A few familiar quotations are missing. When Harriet Beecher Stowe, the author of Uncle Tom's Cabin, visited Lincoln at the White House in November of 1862, reportedly the President greeted her as "the little woman who made this great war." Many historians and biographers of both Lincoln and Stowe have quoted these words, but because their only source was "unverified [Stowe] family tradition," the Fehrenbachers do not include the phrase. Nor do they include many other quotations that can be "vaguely linked" to Lincoln only by "anonymous narrative, contemporary gossip, family tradition, and other tenuous connections." The criteria for inclusion require that quotations be "traceable to named auditors" -- that is, "persons claiming to have heard the quoted words directly from Lincoln." The editors make exceptions to this rule, however. Forty-seven quotations from contemporary anonymous newspaper correspondents are included, as are numerous secondhand quotations: X quoting Y who quoted Lincoln.
The Fehrenbachers assign each quotation a letter grade as a guide to its authenticity. Most direct quotations recorded within days of their utterance earn an A; similar indirect quotations (summaries or paraphrases of Lincoln's words) earn a B. Most direct or indirect quotations written down weeks or years later earn a C. These grades, the editors write, are "classificatory" but obviously have "evaluative implications." Common sense, along with scholarly research on memory, tells us that observations or quotations recorded soon after the fact are more reliable than those filtered through the haze of memory. Thus quotations assigned an A or a B are as a general rule more authentic than those given a C.
There are a good many exceptions, however, and some contemporary as well as many later quotations earn a D or an E owing to their implausibility, the known or suspected unreliability of the recorder, factual errors or inconsistencies in the quotation or its context, or the secondhand nature of the quotation. A quotation "about whose authenticity there is more than average doubt" gets a D; a quotation "that is probably not authentic" earns an E. Like a professor who gives a student a low grade, the Fehrenbachers accompany most Ds and Es with brief explanations of their reasons for assigning them. These evaluations offer a trenchant cram course in the perils and pitfalls of Lincoln scholarship.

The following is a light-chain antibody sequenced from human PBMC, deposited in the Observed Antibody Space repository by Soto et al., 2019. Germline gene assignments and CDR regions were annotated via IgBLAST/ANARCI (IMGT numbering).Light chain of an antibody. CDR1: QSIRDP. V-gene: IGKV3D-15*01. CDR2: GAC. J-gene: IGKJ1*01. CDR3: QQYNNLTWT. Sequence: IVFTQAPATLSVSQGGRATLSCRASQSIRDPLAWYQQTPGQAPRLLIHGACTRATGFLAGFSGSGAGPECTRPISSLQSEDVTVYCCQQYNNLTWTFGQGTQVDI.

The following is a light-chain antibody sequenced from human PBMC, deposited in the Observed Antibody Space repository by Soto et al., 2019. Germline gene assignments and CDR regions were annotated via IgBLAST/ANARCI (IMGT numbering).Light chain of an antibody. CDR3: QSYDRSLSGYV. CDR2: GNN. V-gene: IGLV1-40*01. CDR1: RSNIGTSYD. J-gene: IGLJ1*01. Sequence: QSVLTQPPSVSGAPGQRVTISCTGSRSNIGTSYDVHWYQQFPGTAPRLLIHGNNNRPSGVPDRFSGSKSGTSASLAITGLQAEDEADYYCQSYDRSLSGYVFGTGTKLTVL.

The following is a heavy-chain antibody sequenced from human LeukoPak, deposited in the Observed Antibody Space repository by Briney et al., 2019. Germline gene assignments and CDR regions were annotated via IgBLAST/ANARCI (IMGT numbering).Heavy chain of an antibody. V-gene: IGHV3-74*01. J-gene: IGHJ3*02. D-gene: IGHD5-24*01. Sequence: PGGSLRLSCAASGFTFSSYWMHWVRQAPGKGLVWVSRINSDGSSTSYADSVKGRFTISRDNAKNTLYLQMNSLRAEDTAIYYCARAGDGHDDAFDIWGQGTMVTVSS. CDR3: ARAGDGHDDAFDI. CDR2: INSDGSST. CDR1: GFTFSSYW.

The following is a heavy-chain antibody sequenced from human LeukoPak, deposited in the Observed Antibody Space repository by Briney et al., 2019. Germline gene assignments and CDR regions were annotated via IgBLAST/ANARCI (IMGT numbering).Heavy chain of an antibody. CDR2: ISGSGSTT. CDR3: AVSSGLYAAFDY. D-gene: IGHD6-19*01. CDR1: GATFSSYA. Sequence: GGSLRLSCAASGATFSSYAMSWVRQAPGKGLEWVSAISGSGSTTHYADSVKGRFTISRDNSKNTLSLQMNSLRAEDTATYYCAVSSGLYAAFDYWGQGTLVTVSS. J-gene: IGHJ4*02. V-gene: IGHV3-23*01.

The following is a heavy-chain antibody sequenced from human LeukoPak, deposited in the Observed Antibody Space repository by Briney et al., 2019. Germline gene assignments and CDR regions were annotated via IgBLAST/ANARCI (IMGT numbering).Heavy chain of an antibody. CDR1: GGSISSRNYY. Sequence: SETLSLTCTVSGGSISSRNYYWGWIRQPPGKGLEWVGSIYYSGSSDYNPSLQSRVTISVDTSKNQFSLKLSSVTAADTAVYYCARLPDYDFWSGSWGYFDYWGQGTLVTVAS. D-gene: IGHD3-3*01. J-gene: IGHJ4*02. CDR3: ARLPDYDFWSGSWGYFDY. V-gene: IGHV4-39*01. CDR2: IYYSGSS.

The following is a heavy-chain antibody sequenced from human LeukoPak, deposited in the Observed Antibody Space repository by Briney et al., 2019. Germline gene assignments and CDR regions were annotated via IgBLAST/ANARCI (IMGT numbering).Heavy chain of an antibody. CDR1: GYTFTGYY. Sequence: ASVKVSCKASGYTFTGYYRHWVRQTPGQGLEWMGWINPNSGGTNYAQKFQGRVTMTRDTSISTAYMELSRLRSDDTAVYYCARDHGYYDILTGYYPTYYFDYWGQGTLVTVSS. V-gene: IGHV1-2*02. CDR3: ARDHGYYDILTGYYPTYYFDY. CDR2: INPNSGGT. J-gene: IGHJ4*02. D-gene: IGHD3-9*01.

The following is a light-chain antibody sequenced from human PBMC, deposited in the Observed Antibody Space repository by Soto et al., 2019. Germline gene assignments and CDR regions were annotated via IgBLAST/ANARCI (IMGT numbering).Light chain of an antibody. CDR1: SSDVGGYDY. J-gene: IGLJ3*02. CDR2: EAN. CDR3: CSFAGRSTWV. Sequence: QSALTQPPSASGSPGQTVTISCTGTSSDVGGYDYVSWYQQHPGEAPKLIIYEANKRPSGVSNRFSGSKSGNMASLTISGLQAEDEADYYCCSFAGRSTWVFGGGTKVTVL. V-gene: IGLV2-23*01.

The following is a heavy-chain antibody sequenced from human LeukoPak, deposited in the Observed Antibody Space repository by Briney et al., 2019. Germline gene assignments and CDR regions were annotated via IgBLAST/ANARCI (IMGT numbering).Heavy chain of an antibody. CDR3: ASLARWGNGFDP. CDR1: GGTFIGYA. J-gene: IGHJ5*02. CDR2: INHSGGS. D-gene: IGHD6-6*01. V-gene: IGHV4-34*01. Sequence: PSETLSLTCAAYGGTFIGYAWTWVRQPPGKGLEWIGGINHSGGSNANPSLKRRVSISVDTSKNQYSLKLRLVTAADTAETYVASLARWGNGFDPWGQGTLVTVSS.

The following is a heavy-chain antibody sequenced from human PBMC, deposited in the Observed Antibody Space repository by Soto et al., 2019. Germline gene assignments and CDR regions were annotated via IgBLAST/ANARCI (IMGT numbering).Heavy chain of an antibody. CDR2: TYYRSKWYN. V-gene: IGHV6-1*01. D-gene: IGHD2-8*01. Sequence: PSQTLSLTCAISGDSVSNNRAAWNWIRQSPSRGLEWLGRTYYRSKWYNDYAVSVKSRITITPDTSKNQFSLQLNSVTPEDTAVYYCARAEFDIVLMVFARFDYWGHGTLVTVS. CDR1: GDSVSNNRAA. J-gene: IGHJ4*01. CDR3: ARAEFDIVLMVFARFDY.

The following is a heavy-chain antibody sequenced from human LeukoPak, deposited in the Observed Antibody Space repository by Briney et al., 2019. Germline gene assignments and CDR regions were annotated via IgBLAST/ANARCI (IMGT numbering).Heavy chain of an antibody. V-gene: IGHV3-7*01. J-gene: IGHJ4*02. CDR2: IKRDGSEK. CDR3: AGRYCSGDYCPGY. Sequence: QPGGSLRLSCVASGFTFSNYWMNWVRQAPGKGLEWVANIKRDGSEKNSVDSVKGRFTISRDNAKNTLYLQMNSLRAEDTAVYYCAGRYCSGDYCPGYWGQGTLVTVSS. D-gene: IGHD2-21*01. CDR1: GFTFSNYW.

WHY not omit the most dubious quotations altogether? Because, the Fehrenbachers answer, the legendary Lincoln has had almost as powerful an influence on American culture as the historical Lincoln. Moreover, "credibility is so difficult to gauge that learned opinions would differ about which ones to exclude." All honest historians would echo this confession of fallibility. But they would also probably agree with nearly all the editors' E grades. No serious scholar, for example, accepts the authenticity of statements attributed to Lincoln by the renegade Catholic priest Charles Chiniquy to the effect that the Jesuits caused the Civil War and were plotting his (Lincoln's) assassination. Nor would anyone challenge the E assigned to Nettie Maynard, a spiritualist who quoted Lincoln, saying he had taken part in her séances.
The greatest potential for disagreement lies in the D rankings. Consider, for example, Lincoln's reported remark to a delegation of congressmen who urged the dismissal of General Ulysses S. Grant because of his alleged drinking. Lincoln supposedly asked them what brand of whiskey Grant drank, so that he could send some to his other generals. Four quotations in the Fehrenbachers' compilation deal with this matter. The editors assign Ds to both auditors who quoted Lincoln as having made such a remark, and give a C to one auditor and a D to the other who quoted Lincoln as denying that he had done so. But a plausible interpretation of these denials is that Lincoln disclaimed originality in making this remark, which had been said about other generals in earlier wars. All four quotations were recorded long after the fact, and there seems to be no inherent reason to consider any of the auditors more trustworthy than the others. Grant's principal military biographer, Bruce Catton, accepted the story because he could "see no good reason for doubting its authenticity."